John Reich and John Bowman
John Reich and John Bowman
Reich was director of the Office of Thrift Supervision from August 2005 until February 2009, but endured heavy criticism for the agency’s record leading up to and during the crisis. Some of the most high-profile institutions to fail in the mortgage meltdown were thrifts, including Countrywide, IndyMac and Washington Mutual, the largest bank ever to be put in receivership. With the OTS facing scrutiny over allegations tied to the backdating of capital calculation, Bowman was appointed acting director of the agency in March 2009. The OTS was ultimately merged into the Office of the Comptroller of the Currency under the Dodd-Frank Act.

After leaving the OTS, Reich is said to have retired. Bowman later entered private practice and is now a partner at the Dinsmore law firm.
Barney Frank and Chris Dodd
Rep. Barney Frank, D-Mass., and Sen. Chris Dodd, D-Conn., in 2010
Dodd and Frank were the chairmen, respectively, of the Senate Banking Committee and House Financial Services Committee. They were the two most pivotal figures in the congressional response to the crisis: the 2010 legislative overhaul of the financial regulatory system that bears the two lawmakers’ names.

Dodd, a Connecticut Democrat, left the Senate not long after the passage of Dodd-Frank. In 2011, he was named the head of the Motion Picture Association of America, where he worked until late 2017. He is currently a senior counsel at the law firm of Arnold & Porter.

Frank remained in the House until January 2013. He now serves on the board of directors for Signature Bank in New York, and remains outspoken on financial services issues.
Robert Steel
Steel was the Treasury undersecretary of domestic finance up until July 2008, serving as a key lieutenant to Paulson and playing a significant role in the government’s deal with JPMorgan Chase to rescue Bear Stearns. He then left the government to take over for Ken Thompson as CEO of Wachovia, where he helped oversee the deteriorating bank’s sale to Wells Fargo.

In 2010, he was named deputy New York City mayor for economic development. He is now CEO of the global advisory and asset management firm Perella Weinberg Partners.
Neel Kashkari
Minneapolis Fed President Neel Kashkari
As assistant Treasury secretary of financial stability, Kashkari was Paulson’s point person on managing the $700 billion Troubled Asset Relief Program — the unprecedented, congressionally mandated bailout of the financial services industry.

After resigning from Treasury in 2009, Kashkari moved to a cabin in California, reportedly to “detox” from Washington. In late 2009, he became a managing director at Pimco, and in 2014 lost the California general gubernatorial election to incumbent Jerry Brown. Most recently, Kashkari has been the outspoken president of the Federal Reserve Bank of Minneapolis, where he has criticized Dodd-Frank as not being sufficient and called for breaking up the biggest banks.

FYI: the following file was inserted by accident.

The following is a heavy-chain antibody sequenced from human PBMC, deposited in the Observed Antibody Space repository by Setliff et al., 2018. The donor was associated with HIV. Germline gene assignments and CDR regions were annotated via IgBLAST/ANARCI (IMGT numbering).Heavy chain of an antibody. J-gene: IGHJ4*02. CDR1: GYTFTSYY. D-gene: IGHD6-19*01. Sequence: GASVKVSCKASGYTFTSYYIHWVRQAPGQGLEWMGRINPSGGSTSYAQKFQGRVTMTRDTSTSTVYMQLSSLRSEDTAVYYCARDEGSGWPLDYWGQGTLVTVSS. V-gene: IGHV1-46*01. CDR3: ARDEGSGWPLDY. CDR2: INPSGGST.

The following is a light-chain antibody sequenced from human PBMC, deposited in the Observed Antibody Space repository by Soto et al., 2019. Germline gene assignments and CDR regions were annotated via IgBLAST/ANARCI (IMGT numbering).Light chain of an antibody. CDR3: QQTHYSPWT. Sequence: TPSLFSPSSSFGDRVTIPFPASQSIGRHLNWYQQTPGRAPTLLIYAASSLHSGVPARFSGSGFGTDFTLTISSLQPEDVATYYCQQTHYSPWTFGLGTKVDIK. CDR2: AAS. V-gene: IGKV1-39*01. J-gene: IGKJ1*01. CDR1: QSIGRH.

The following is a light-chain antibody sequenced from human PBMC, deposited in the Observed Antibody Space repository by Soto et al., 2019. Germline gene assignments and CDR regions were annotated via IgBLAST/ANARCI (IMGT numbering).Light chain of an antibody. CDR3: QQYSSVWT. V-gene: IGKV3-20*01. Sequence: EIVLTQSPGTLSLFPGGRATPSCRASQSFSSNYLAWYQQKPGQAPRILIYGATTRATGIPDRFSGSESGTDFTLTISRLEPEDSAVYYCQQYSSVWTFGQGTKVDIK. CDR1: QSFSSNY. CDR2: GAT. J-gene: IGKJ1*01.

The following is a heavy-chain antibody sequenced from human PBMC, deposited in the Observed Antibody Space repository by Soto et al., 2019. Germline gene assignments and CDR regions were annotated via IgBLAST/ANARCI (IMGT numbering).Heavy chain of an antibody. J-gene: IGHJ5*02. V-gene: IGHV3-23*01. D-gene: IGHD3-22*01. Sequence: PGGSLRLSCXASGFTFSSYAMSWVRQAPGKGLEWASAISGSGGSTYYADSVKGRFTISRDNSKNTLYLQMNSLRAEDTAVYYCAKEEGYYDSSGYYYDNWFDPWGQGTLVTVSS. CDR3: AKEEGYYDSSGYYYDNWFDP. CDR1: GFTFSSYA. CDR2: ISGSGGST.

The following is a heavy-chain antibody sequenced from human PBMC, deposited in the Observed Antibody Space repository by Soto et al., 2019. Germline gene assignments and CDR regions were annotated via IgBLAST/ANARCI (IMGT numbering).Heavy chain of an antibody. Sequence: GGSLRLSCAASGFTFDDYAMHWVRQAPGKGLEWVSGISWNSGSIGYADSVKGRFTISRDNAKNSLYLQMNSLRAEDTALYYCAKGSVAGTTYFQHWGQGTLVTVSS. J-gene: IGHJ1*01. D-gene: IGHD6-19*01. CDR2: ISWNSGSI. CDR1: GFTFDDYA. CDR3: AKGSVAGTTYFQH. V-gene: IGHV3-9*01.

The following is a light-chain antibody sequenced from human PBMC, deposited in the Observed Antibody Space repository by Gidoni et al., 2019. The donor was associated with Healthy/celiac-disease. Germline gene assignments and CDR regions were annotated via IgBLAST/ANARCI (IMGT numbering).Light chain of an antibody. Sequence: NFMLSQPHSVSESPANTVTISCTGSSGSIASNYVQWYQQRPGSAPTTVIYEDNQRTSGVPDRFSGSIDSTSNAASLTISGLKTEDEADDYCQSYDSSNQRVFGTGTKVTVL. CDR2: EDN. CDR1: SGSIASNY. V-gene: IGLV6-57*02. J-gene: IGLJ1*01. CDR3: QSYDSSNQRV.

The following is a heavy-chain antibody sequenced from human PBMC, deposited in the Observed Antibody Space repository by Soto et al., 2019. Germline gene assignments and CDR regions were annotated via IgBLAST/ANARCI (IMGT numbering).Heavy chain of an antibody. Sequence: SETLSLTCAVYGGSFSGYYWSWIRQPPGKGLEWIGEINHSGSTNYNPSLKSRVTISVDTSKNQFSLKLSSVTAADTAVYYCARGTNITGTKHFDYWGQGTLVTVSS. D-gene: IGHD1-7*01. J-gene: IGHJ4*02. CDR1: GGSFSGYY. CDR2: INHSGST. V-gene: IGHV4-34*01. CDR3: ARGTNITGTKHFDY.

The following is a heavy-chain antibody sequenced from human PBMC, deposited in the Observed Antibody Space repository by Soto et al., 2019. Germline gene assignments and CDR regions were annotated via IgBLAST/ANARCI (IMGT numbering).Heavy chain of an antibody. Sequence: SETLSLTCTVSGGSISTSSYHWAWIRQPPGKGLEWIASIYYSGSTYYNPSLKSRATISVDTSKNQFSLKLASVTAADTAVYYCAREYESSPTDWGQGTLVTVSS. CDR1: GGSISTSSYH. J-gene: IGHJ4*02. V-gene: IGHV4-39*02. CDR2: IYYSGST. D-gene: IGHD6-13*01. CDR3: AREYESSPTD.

Dan Mudd and Richard Syron
Daniel Mudd and Richard Syron
As head of Fannie Mae and Freddie Mac, respectively, Dan Mudd and Richard Syron were two of the most powerful figures in finance and Washington leading up to the crisis. Yet both Mudd, who had led Fannie since 2005, and Syron, who had run Freddie since 2003, were fired and replaced after the two government-sponsored enterprises were seized by the government and put into conservatorship in September 2008.

Since then, Mudd served for two and a half years, ending in early 2012, as CEO of Fortress Investment Group, a New York-based hedge fund. His resignation came shortly after the Securities and Exchange Commission filed charges against him claiming that he misled investors about Fannie’s exposure to subprime mortgages. (Mudd denied wrongdoing.) That case was settled in 2016 after Fannie agreed to pay the government $100,000 on Mudd’s behalf. Mudd remains active in finance. He joined London-based Gore Street Capital in October 2014 as a member of its board of directors and is an adviser to and investor in SANDBOXX, a military media and technology company.

Syron, meanwhile, retired to Massachusetts after the crisis. Like Mudd, he settled with the SEC in 2015 over charges he and other executives misled investors about Freddie’s condition (Syron also denied wrongdoing). Syron paid $250,000 to the government and was banned from serving as a CEO for a year.